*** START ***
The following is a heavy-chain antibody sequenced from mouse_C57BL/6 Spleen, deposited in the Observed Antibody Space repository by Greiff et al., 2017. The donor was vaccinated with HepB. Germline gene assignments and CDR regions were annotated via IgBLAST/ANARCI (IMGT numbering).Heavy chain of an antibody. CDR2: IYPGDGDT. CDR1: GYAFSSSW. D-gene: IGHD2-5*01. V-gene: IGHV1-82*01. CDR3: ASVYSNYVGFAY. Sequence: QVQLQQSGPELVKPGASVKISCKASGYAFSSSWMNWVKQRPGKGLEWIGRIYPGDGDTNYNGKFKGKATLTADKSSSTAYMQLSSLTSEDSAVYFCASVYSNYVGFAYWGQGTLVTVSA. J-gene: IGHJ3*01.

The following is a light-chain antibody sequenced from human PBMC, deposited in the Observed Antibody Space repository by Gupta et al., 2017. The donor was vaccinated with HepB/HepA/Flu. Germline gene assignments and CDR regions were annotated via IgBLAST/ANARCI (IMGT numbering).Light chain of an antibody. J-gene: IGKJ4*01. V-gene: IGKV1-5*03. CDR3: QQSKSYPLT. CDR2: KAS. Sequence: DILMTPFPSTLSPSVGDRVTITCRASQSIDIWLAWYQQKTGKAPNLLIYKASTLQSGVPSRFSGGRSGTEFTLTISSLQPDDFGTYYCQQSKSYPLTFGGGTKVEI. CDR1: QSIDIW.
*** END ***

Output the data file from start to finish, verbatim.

The following is a heavy-chain antibody sequenced from mouse_C57BL/6 Spleen, deposited in the Observed Antibody Space repository by Greiff et al., 2017. The donor was vaccinated with HepB. Germline gene assignments and CDR regions were annotated via IgBLAST/ANARCI (IMGT numbering).Heavy chain of an antibody. CDR2: IYPGDGDT. CDR1: GYAFSSSW. D-gene: IGHD2-5*01. V-gene: IGHV1-82*01. CDR3: ASVYSNYVGFAY. Sequence: QVQLQQSGPELVKPGASVKISCKASGYAFSSSWMNWVKQRPGKGLEWIGRIYPGDGDTNYNGKFKGKATLTADKSSSTAYMQLSSLTSEDSAVYFCASVYSNYVGFAYWGQGTLVTVSA. J-gene: IGHJ3*01.

The following is a light-chain antibody sequenced from human PBMC, deposited in the Observed Antibody Space repository by Gupta et al., 2017. The donor was vaccinated with HepB/HepA/Flu. Germline gene assignments and CDR regions were annotated via IgBLAST/ANARCI (IMGT numbering).Light chain of an antibody. J-gene: IGKJ4*01. V-gene: IGKV1-5*03. CDR3: QQSKSYPLT. CDR2: KAS. Sequence: DILMTPFPSTLSPSVGDRVTITCRASQSIDIWLAWYQQKTGKAPNLLIYKASTLQSGVPSRFSGGRSGTEFTLTISSLQPDDFGTYYCQQSKSYPLTFGGGTKVEI. CDR1: QSIDIW.